Tips for use: It’s difficult to inject personality into your brand when using white, so make sure your brand is about simplicity, purity, and transparency.
Designer Thomas Wightman created this identity system to portray his personal design style. Nearly all white, with a black + symbol for his first initial, the branding is simple, straightforward and minimalist.
Lucas Leo Catalano has created a holistic visual identity for Orto Botanico, once the botanical gardens of the Vatican. White, overlaid on organic and natural colors and textures, communicates the purity and perfection of nature.
The Håndvaerk brand promotes refined simplicity, clean lines, and understated luxury. This is all communicated through white-on-white, which is pure, honest and transparent.
Black is to be taken seriously. It represents power, luxury, sophistication, and exclusivity on one hand; and death, evil, and mystery on the other. From formality to mourning to power, black is bold, classic, and not to be fooled with. While color is more likely to increase brand recognition there’s no reason black—when used appropriately—can’t be just as distinctive, memorable, and communicative of a brand’s attributes.
Tips for use: Contrast a bright color against black; use gold foil for a touch of luxe, or combine it with white for a bold and simple statement. Think about texture and how matte or glossy black might change the message of your brand.
Matte black with glossy black type is sophisticated and distinctive in this visual identity for A Design Film Festival. It’s classic and bold and the textures and shine are eye-catching.
This visual identity for All For Show represents luxury and exclusivity with a black palette punctuated with gold foil. Transparent imagery adds depth and layers.
SWG_Studio revitalized their corporate branding with predominantly black stationery with geometric interlocking lines and shapes. The overall look is formal, professional and serious.
Related article: 4 clever color palettes to try in your designs
11. Multicolor – variety
Of course, what about mixing multiple colors in one logo, such as Google, the Olympics, and NBC? Diverse color generally indicates variety – be it representative of people, countries, or offerings.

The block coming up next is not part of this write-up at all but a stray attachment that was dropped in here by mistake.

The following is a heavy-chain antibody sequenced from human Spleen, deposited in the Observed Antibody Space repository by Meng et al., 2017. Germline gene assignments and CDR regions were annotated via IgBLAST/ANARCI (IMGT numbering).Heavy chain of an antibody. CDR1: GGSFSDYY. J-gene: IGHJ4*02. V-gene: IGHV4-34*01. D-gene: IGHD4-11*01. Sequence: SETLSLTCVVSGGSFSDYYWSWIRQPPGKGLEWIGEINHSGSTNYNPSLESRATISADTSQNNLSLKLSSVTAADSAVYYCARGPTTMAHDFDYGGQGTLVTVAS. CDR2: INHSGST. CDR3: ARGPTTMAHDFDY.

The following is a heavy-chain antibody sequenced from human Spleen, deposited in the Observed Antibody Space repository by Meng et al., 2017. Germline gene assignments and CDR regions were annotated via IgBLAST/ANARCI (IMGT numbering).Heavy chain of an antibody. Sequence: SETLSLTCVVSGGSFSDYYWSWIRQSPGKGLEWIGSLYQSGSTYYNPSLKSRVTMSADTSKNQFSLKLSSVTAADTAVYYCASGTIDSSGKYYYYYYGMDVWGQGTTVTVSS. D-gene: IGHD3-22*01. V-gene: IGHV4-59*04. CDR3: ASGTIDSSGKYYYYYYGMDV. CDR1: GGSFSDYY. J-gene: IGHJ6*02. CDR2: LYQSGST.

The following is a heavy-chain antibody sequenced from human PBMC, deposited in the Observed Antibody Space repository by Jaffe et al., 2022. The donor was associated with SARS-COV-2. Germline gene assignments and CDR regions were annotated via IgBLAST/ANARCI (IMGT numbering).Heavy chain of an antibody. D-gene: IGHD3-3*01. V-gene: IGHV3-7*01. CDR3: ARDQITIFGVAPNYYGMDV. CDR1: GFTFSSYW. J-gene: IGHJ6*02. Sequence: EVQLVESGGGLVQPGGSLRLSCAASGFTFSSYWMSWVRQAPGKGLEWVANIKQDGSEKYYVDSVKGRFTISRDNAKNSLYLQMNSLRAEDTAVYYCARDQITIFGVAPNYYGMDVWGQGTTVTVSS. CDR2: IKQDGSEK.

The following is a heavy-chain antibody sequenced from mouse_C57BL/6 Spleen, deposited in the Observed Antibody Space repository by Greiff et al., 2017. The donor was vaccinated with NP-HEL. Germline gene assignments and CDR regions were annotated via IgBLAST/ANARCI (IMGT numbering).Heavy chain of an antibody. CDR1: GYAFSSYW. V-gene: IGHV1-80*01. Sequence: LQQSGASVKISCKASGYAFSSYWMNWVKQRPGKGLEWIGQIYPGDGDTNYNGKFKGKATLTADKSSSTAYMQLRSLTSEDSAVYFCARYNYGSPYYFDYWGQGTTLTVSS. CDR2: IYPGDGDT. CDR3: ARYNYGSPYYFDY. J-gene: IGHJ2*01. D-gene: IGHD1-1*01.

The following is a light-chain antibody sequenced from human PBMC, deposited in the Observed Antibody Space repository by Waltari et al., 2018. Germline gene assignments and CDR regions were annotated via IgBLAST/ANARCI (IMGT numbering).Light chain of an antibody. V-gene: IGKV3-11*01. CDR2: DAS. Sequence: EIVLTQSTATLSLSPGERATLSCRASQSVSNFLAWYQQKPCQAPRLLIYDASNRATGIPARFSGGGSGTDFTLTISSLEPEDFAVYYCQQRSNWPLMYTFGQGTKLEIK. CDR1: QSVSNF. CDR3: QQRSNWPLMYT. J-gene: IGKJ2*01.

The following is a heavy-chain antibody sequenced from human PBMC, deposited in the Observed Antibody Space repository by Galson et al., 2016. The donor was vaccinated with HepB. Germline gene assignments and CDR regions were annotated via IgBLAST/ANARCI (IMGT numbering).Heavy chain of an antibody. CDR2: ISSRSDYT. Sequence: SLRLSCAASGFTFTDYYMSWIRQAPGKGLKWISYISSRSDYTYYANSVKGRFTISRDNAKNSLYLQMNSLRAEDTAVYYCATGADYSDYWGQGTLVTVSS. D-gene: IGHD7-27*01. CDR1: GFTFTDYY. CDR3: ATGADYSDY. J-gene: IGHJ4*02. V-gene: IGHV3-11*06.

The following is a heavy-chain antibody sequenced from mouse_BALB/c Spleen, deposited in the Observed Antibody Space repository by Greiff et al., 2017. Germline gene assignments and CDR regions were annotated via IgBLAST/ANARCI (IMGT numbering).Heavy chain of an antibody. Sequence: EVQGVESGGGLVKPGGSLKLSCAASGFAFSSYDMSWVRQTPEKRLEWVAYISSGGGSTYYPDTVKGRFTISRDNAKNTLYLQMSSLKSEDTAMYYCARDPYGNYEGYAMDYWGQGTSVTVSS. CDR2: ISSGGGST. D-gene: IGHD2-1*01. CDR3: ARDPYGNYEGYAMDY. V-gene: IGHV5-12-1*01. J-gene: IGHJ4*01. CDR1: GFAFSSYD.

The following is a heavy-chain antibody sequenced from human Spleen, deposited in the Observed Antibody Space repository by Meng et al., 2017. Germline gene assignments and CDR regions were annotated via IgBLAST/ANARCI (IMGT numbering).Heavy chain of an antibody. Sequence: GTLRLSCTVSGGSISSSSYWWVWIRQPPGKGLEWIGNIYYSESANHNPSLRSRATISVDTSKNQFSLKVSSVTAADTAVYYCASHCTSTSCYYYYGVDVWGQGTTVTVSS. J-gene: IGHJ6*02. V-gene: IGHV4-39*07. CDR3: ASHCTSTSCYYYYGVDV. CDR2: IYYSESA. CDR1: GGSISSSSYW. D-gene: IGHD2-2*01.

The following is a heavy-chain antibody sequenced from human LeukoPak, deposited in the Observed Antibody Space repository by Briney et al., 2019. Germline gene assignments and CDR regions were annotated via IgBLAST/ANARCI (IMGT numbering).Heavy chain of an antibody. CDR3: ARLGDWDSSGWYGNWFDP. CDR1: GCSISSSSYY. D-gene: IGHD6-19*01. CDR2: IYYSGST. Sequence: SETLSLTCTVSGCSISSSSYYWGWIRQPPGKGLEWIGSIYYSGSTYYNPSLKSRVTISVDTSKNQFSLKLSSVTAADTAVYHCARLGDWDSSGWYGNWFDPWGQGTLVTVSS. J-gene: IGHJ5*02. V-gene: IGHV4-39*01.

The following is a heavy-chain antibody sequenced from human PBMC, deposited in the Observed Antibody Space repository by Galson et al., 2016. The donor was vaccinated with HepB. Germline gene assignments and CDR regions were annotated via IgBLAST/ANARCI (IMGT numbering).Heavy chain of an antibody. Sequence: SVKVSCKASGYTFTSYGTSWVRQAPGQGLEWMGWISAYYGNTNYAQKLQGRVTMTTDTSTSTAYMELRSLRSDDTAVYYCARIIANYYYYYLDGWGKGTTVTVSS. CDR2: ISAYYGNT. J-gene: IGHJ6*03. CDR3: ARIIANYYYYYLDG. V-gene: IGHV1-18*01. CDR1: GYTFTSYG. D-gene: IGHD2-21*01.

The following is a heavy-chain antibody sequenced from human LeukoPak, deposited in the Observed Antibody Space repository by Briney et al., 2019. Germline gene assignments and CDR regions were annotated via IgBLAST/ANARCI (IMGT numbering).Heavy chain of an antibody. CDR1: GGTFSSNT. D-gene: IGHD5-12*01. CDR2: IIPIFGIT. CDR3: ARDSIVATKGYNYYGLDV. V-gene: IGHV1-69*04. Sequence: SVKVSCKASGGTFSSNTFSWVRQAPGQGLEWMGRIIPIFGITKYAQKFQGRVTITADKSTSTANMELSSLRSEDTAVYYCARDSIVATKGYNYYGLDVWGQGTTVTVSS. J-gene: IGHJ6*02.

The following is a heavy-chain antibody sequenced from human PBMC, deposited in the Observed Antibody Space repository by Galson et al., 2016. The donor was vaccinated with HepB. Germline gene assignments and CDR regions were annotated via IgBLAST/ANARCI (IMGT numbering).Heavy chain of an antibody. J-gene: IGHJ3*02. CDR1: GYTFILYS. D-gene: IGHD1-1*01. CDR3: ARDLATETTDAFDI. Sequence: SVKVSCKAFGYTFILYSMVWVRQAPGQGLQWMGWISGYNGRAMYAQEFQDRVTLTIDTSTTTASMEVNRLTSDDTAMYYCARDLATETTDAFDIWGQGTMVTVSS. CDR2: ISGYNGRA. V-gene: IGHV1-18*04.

Tips for use: Mo’ colors equals mo’ money when it comes to printing so consider your budget (although this won’t matter if you’re dealing online only). Pay attention to how your choice of colors work together both printed and digitally as the end result may vary with different screens and different printers.
New Images Systems has six employees, so boymeetsgirl assigned each employee one color. They are united by grey and a diagonal line derived from the logotype’s N. Overall, the design conveys the concept of strength in numbers.
Giddy+Up combines a love for Helvetica, Swiss-style posters, and horse racing jockey shirts. This concept design employs multiple colors to represent a variety of jockey shirts.
Kokoro & Moi love producing brightly colored visual identities and Hello Ruby is no exception. It celebrates all the realms of computing through the big image of a small girl. Bold and playful colors express optimism, curiosity, and variety—just some of the many attributes of computing.
Color theory summary
Here’s a quick summary of the colors and their meaning.
Red – danger, passion, excitement, energy
Pink – feminine, sentimental, romantic, exciting
Orange – fresh, youthful, creative, adventurous
Yellow – optimistic, cheerful, playful, happy
Green – natural, vitality, prestige, wealth
Blue – communicative, trustworthy, calming, depressed
Purple – royalty, majesty, spiritual, mysterious
Brown – organic, wholesome, simple, honest
White – purity, simplicity, innocence, minimalism
Black – sophisticated, formal, luxurious, sorrowful
Multicolor – United, open, diversity
Next steps and tools
Inspired? Here are some handy Canva tools to help you with your color journey.
Want to know what colors look good together? Canva's Color Wheel makes color combinations easy.
Want a color scheme that perfectly matches your favorite images? With Canva’s color palette generator, you can create color combinations in seconds. Simply upload a photo, and we’ll use the hues in the photo to create your palette.
Looking for colors that are guaranteed to look good together? We've generated thousands of designer-approved palettes for you to use in your next design.